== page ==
Glycomacropeptide reduces intestinal epithelial cell barrier dysfunction and adhesion of entero-hemorrhagic and entero-pathogenic escherichia coli in vitro
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Feeney, Shane; Ryan, Joseph; Kilcoyne, Michelle; Joshi, Lokesh; Hickey, Rita (2017). Glycomacropeptide reduces intestinal epithelial cell barrier dysfunction and adhesion of entero-hemorrhagic and entero-pathogenic escherichia coli in vitro. Foods 6 (11),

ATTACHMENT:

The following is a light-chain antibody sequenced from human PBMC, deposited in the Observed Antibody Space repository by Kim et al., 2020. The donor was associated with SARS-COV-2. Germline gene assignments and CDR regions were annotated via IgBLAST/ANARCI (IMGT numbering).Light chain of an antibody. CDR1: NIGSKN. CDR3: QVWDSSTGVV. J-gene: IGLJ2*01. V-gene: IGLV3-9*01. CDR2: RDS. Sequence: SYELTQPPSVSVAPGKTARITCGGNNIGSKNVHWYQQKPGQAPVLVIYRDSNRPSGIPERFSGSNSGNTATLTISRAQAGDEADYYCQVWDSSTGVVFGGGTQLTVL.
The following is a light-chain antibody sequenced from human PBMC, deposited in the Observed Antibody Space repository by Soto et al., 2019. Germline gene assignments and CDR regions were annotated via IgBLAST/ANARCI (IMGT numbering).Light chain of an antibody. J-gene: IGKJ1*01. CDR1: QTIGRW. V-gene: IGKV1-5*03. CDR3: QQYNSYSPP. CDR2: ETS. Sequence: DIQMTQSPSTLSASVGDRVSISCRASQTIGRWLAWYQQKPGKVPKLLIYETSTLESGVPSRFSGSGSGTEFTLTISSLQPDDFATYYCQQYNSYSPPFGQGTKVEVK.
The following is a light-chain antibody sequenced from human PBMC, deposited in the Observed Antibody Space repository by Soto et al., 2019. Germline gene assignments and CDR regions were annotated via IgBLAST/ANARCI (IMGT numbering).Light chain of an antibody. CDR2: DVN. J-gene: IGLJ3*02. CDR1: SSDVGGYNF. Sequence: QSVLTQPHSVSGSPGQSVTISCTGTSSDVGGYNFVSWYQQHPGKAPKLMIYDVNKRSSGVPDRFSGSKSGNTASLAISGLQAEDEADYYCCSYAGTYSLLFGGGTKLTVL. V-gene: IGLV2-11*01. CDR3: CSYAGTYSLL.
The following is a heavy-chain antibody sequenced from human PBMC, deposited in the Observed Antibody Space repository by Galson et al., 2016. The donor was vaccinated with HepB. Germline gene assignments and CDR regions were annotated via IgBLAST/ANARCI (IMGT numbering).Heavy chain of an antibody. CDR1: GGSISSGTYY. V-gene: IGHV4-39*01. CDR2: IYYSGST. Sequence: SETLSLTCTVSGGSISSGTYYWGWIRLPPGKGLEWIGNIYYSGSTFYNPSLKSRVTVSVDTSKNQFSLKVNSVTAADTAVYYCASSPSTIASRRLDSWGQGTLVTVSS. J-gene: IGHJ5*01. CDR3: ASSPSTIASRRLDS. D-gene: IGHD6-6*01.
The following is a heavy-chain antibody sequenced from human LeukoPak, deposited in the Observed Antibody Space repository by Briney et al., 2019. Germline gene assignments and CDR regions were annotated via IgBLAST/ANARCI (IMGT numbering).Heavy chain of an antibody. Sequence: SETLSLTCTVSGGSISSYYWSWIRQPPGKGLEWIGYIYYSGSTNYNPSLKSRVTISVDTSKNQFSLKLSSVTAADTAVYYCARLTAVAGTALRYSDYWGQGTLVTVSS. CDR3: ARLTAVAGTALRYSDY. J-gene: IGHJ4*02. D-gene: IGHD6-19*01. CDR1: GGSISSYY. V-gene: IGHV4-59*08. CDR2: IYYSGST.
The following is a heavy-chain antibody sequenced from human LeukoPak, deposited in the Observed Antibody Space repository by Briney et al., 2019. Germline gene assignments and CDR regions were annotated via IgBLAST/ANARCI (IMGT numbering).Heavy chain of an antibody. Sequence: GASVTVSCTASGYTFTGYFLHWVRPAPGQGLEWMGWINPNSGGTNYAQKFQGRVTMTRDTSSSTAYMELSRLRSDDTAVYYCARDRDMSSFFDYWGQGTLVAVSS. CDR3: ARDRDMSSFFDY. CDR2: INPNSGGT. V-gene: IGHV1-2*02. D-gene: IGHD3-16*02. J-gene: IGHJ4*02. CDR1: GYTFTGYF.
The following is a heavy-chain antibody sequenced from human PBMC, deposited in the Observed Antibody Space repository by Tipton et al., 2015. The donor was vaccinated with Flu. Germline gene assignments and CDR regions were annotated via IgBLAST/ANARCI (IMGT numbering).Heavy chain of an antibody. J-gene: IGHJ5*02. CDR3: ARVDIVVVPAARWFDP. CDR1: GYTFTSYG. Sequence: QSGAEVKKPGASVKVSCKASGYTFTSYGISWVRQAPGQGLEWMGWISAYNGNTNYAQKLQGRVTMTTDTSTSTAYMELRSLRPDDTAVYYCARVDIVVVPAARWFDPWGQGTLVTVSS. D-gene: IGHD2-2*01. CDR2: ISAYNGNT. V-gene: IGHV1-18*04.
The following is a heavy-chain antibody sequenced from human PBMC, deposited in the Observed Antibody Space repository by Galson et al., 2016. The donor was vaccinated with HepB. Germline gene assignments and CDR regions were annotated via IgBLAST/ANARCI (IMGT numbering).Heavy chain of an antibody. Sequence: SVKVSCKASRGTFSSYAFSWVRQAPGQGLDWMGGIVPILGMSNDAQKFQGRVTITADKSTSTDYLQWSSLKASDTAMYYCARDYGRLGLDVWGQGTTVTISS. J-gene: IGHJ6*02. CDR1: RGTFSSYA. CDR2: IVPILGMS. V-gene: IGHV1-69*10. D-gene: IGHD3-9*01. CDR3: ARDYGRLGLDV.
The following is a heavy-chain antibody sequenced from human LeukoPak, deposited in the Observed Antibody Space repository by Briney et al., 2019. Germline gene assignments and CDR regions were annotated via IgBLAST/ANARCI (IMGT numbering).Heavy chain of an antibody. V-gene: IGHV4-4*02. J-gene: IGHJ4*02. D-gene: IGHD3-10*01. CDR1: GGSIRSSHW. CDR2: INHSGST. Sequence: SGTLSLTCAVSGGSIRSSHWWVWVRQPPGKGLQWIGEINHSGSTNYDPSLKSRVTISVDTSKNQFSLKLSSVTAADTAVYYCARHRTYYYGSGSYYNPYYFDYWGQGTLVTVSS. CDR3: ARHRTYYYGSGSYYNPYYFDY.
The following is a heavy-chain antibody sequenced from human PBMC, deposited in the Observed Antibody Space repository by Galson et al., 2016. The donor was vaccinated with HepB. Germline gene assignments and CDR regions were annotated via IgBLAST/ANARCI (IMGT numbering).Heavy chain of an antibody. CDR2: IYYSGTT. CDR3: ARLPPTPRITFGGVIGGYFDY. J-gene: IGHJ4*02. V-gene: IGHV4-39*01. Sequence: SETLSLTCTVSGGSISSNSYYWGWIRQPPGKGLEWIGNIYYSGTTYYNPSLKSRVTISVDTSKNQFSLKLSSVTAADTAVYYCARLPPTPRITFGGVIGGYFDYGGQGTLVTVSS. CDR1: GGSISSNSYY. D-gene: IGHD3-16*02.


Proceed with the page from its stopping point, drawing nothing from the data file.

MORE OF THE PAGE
In recent years, the potential of glycosylated food components to positively influence health has received considerable attention. Milk is a rich source of biologically active glycoconjugates which are associated with antimicrobial, immunomodulatory, anti-adhesion, anti-inflammatory and prebiotic properties. Glycomacropeptide (GMP) is the C-terminal portion of kappa-casein that is released from whey during cheese-making by the action of chymosin. Many of the biological properties associated with GMP, such as anti-adhesion, have been linked with the carbohydrate portion of the protein. In this study, we investigated the ability of GMP to inhibit the adhesion of a variety of pathogenic Escherichia coli strains to HT-29 and Caco-2 intestinal cell lines, given the importance of E. coli in causing bacterial gastroenteritis. GMP significantly reduced pathogen adhesion, albeit with a high degree of species specificity toward enteropathogenic E. coli (EPEC) strains O125:H32 and O111:H2 and enterohemorrhagic E. coli (EHEC) strain 12900 O157:H7. The anti-adhesive effect resulted from the interaction of GMP with the E. coli cells and was also dependent on GMP concentration. Pre-incubation of intestinal Caco-2 cells with GMP reduced pathogen translocation as represented by a decrease in transepithelial electrical resistance (TEER). Thus, GMP is an effective in-vitro inhibitor of adhesion and epithelial injury caused by E. coli and may have potential as a biofunctional ingredient in foods to improve gastrointestinal health.